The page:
Overwhelmed by thousands lines of code?
Having one set of header/source files per class in a directory can seem overkill. And if the number of classes goes toward 100 or 1000, it can even be frightening.
But having played with sources following the philosophy "let's put together everything", the conclusion is that only the one who wrote the file has any hope to not be lost inside. Even with an IDE, it is easy to miss things because when you're playing with a source of 20,000 lines, you just close your mind for anything not exactly refering to your problem.
Real life example: the class hierarchy defined in those thousand lines sources closed itself into a diamond-inheritance, and some methods were overridden in child classes by methods with exactly the same code. This was easily overlooked (who wants to explore/check a 20,000 lines source code?), and when the original method was changed (bug correction), the effect was not as universal as excepted.
Dependancies becoming circular?
I had this problem with templated code, but I saw similar problems with regular C++ and C code.
Breaking down your sources into 1 header per struct/class lets you:
- Speed up compilation because you can use symbol forward-declaration instead of including whole objects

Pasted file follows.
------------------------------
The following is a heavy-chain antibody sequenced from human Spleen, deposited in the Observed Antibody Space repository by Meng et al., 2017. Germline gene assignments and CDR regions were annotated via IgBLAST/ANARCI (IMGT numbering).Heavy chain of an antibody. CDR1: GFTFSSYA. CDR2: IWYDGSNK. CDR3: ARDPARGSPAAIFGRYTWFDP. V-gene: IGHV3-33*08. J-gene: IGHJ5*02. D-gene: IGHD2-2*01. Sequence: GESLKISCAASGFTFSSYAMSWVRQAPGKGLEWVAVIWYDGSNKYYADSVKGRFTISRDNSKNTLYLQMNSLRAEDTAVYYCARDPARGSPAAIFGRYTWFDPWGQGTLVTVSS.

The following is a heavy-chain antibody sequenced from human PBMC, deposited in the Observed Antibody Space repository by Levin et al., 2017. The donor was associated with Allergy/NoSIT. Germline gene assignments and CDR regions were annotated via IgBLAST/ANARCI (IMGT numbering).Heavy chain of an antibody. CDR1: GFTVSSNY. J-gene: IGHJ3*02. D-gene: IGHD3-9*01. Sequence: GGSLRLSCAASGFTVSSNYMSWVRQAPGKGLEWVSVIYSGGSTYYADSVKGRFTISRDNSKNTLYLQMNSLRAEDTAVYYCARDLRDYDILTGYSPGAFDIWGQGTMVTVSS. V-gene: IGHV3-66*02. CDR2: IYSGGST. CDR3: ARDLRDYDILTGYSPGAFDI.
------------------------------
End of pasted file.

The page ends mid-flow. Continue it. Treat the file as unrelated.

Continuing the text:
- Have circular dependencies between classes (§) (i.e. class A has a pointer to B, and B has a pointer to A)
In source-controlled code, class dependencies could lead to regular moving of classes up and down the file, just to make the header compile. You don't want to study the evolution of such moves when comparing the same file in different versions.
Having separate headers makes the code more modular, faster to compile, and makes it easier to study its evolution through different versions diffs
For my template program, I had to divide my headers into two files: The .HPP file containing the template class declaration/definition, and the .INL file containing the definitions of the said class methods.
Putting all this code inside one and only one unique header would mean putting class definitions at the begining of this file, and the method definitions at the end.
And then, if someone needed only a small part of the code, with the one-header-only solution, they still would have to pay for the slower compilation.
(§) Note that you can have circular dependencies between classes if you know which class owns which. This is a discussion about classes having knowledge of the existence of other classes, not shared_ptr circular dependencies antipattern.
One last word: Headers should be self-sufficients
One thing, though, that must be respected by a solution of multiple headers and multiple sources.
When you include one header, no matter which header, your source must compile cleanly.
Each header should be self-sufficient. You're supposed to develop code, not treasure-hunting by greping your 10,000+ source files project to find which header defines the symbol in the 1,000 lines header you need to include just because of one enum.
This means that either each header defines or forward-declare all the symbols it uses, or include all the needed headers (and only the needed headers).